One tenant of good eye care is consistency. You wouldn’t apply sunscreen only on beach days, right? The same principle applies to practicing good eye care. Here are some tips:
- Ask your family and loved ones about their eye history, and write down their responses to share with your eye doctor
- Take measures to quit smoking or avoid smoking altogether
- Exercise regularly for optimal health. The American Heart Association recommends 150 minutes of exercise per week for adults
- Wear sunglasses outdoors to protect the eye from harsh UV lights
- Wear protective eye gear during activities where the eye may sustain damage or get hurt
- Don’t overwear contact lenses, which can cause infection of the eye
- If you do wear contact lenses, follow cleanliness guidelines and your eye doctor’s instructions for how often to discard them
We’ve all heard the old wives’ tale at the kitchen table: “Eat carrots to improve your vision!” Unfortunately, it’s not as simple as a carrot a day keeps the cataracts away. Though carrots do contain essential vitamins like Vitamin A, which protects the eye by strengthening its surface.
There are dietary best practices that can better your eye health in the long-term; for example, Real Simple recommends following a diet that’s dense in leafy greens like kale and spinach, squash, and, essentially, sticking to a colorful diet.
Eye Check Up Protocol for Seniors
Why Do You Need an Eye Exam?
Eye exams are the only method we have of identifying early onset eye conditions.
It’s important to get eye exams on a regular basis the same way that you’d put gas in your car if the tank was running low, or visit the doctor annually for a physical exam.
For those over 60 years old, regular eye exams can make a difference in the future health of your eyes and your vision.
How Often Do You Need an Eye Exam?
According to Prevent Blindness.org, how often you should get your eyes checked varies based on your age range and pre-existing health conditions.
- Those between 40-64 should get a complete eye exam every 2-4 years
- Those 65 years or older should see their ophthalmologist every year
- Those with pre-existing eye conditions or concerns about family history should ask their eye doctor how often they’d like to see them
Do You Need An Eye Exam If You Have Good Vision?
The short answer is: yes! Just because you have good eyesight doesn’t mean you may not have underlying conditions that can’t be seen with the naked eye. Regular eye exams, just like going to the dentist or your primary care doctor, are preventative and can identify warning signs of eye disease or vision issues before symptoms appear, or worsen.
What to Expect at an Eye Exam for Seniors
Even if you have good vision, you’ll still need to have your eyes tested. Eye exams can be as simple as the standard inspection ophthalmologists use to prescribe glasses. Early detection is the key to preventing vision loss.
With advancing technologies, videos of different eye conditions make it easier to understand potential conditions and diagnoses. You don’t need to be in medical school to benefit from learning some eye anatomy.
You may hear a lot about corrective surgeries like Lasik, but remember—your ophthalmologist would never recommend an exam or treatment that they truly didn’t believe you need.
Why Do I Need a Dilated Eye Exam?
Dilation is the widening of the pupil to increase light to the eye. Dilated eye exams are one of the only methods of detection for glaucoma or macular degeneration. According to the Mayo Clinic, dilation can also identify health issues like high blood pressure and diabetes. After dilation, which is a painless process, you will generally experience blurry vision or some extra light sensitivity.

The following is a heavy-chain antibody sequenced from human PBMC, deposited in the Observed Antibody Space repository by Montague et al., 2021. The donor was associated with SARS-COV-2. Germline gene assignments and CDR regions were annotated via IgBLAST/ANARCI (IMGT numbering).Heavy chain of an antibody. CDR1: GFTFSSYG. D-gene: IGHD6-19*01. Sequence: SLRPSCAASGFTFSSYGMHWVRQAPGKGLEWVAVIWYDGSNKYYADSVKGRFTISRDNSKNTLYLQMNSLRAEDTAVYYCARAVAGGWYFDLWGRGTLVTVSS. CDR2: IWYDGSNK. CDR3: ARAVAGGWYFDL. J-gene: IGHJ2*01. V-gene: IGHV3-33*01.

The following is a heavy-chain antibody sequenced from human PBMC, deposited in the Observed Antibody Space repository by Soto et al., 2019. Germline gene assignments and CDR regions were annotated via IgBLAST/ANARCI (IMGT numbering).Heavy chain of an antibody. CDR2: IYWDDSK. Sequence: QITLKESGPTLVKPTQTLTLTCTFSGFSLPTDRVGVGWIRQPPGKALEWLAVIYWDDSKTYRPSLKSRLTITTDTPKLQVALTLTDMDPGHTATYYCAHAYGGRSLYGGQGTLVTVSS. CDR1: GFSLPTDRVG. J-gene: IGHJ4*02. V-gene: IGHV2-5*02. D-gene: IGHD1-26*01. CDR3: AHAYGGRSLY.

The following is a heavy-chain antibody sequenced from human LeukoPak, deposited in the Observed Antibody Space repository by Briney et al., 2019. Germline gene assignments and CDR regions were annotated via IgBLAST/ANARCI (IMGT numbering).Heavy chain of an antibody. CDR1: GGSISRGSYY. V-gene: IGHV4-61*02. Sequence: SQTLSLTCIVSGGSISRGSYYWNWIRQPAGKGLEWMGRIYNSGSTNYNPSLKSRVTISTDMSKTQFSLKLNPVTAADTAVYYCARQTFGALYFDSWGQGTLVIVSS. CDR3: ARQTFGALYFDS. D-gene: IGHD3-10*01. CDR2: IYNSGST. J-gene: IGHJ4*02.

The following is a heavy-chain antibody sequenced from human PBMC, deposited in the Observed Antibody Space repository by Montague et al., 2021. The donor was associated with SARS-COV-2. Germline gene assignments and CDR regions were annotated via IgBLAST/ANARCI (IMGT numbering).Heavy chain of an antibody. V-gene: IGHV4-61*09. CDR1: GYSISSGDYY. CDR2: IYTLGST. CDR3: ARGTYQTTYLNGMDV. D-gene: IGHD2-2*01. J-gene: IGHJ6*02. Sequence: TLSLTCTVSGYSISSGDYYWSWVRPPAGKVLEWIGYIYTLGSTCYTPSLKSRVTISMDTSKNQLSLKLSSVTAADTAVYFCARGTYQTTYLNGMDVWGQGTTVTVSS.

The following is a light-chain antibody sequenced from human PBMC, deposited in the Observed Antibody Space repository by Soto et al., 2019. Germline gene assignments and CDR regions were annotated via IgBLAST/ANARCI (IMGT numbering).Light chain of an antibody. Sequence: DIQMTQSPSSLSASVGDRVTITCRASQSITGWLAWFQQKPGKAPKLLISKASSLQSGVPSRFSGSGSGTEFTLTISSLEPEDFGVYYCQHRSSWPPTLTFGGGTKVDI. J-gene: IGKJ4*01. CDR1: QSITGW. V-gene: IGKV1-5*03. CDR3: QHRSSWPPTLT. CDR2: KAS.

If you do have a dilated eye exam during your visit with the ophthalmologist, it’s recommended that you avoid driving or operating machinery for at least several hours until the pupil returns to normal dilation.
Convincing An Elderly Family Member to See An Ophthalmologist
As family members and friends grow older, it may be tricky to convince them that going to the ophthalmologist is necessary—especially if they insist they’re healthy. You may be tempted to take a family member at their word, but eye issues can come on suddenly, and seniors may not realize the severity of their symptoms if they’re treating other major health problems in tandem.
Some don’t have eye insurance, which can add another layer of difficulty, especially if they’re paying out of pocket for all their eyecare. Exams, treatments, and surgeries can add up on top of existing bills and medical necessities.
However, the peace of mind that comes with knowing your vision is well-cared for and addressing any symptoms that arise far outweighs the alternative—missed diagnoses, discomfort, or even loss of vision.
- EyeCare America, also known as the American Academy of Ophthalmology, provides information on no and low-cost eye exams.
- The National Eye Institute compiled a list of applications and programs to help pay for eye care and low-cost alternatives.
- Programs that provide free eye exams and glasses
Check Your Insurance Coverage:
- eHealthMedicare details what specific Medicare programs can help with senior eyecare
- Learn details of individual plans like Humana
- Recommendations on vision insurance from Senior Living
Having a Hard Time Seeing? More Resources:
At UCF Health, our dedicated ophthalmologist is trained to identify, treat, and care for eye conditions without overwhelming the patient with medical jargon. When it comes to eye care for seniors, knowledge is indeed power. Here are additional resources for seniors:
- Common eye disorders identified by the Center for Disease Control (CDC)
- A full list of eye diseases, according to Medline.gov
- Be My Eyes: an app which connects a blind or low vision person with a skilled volunteer to provide virtual assistance. An option for those experiencing vision loss to resume some daily activities
- WebMD Eye Care Guide for Senior Years
- American Academy of Ophthalmology
- Columbia University Department of Ophthalmology
- American Board of Ophthalmology
- All About Vision: Over 60 – Vision Care for Seniors
- American Optometric Association Guide to Adult Vision (Over 60)
- Association of Vision Science Librarians (AVSL) Internet Eye Resources
- What To Expect When Your Eyes are Dilated
- International Agency for the Prevention of Blindness, a global initiative working to educate the public on ways to prevent blindness